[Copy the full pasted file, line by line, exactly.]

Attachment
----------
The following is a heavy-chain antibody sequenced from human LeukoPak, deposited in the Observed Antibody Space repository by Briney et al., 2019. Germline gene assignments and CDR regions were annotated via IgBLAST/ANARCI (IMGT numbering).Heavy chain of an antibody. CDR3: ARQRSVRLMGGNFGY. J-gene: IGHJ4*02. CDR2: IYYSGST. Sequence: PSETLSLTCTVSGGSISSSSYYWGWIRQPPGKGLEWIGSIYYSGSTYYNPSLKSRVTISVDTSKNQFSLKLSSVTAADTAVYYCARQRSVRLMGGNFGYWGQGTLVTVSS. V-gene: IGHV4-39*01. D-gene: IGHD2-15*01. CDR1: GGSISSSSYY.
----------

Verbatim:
The following is a heavy-chain antibody sequenced from human LeukoPak, deposited in the Observed Antibody Space repository by Briney et al., 2019. Germline gene assignments and CDR regions were annotated via IgBLAST/ANARCI (IMGT numbering).Heavy chain of an antibody. CDR3: ARQRSVRLMGGNFGY. J-gene: IGHJ4*02. CDR2: IYYSGST. Sequence: PSETLSLTCTVSGGSISSSSYYWGWIRQPPGKGLEWIGSIYYSGSTYYNPSLKSRVTISVDTSKNQFSLKLSSVTAADTAVYYCARQRSVRLMGGNFGYWGQGTLVTVSS. V-gene: IGHV4-39*01. D-gene: IGHD2-15*01. CDR1: GGSISSSSYY.